MPs vote to hold General Election in June

MPs have voted in favour of holding a General Election on June 8 following a debate in the Commons.

522 Members of Parliament voted “yes” to the question: “Should there be an early general election?” Just 13 voted against the motion, creating a majority in favour of 509.

The vote followed a heated Prime Minister’s Questions in which both Prime Minister Theresa May and Leader of the Opposition Jeremy Corbyn faced the scrutiny of MPs from across the chamber.

Mrs May used a number of Labour MPs’ comments about their leader’s capability against Mr Corbyn. She quoted Graham Jones, MP for Hyndburn, who once described him as “not fit to rule”.

 

” He said: “He’s not fit to rule. The public see this as a man who doesn’t take responsibility seriously.

“He can’t take the party forward other than in a divisive way.”

“If he can’t take the party forward, how can he hope to take the country forward?”

– Theresa May

In an attack on the Prime Minister, former Labour Shadow Home Secretary Yvette Cooper accused Mrs May of not being honest, claiming the electorate “cannot believe a single word she says”.

 

“She wants us to believe she is a woman of her word.

“Isn’t the truth that we cannot believe a single word she says?”

– Yvette Cooper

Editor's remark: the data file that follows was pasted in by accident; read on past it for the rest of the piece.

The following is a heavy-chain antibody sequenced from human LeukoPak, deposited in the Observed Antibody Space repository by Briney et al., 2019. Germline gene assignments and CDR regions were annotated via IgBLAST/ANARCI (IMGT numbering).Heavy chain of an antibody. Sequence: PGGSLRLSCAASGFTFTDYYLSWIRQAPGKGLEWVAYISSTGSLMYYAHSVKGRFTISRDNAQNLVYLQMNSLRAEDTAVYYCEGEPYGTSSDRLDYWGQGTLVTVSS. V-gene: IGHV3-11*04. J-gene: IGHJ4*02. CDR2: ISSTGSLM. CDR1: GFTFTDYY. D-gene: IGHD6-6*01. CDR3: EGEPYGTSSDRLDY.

Yesterday morning (Tuesday April 19) Downing Street left the media scratching its head as it announced the Prime Minister would be making an address from the steps Number 10 – an event usually reserved for announcements of constitutional or military importance.

At 11:05am, ten minutes ahead of schedule, Prime Minister May took to the podium erected minutes beforehand and informed the nation that in early June they would be heading to the polls yet again.

Her announcement meant that in the likely event Parliament would pass the motion for an early General Election, Britain would be plunged into a national campaign for the third time in three years. This follows the election of 2015 and last year’s EU referendum.

Mrs May told ITV News Political Editor Robert Peston that she had come to the conclusion that an early election was in the public interest while on a walking holiday in Wales with her husband.

The de facto First Gentleman Philip May and the Queen were reportedly the only two people to know about the Prime Minister’s decision to hold an election prior to Tuesday’s cabinet meeting.

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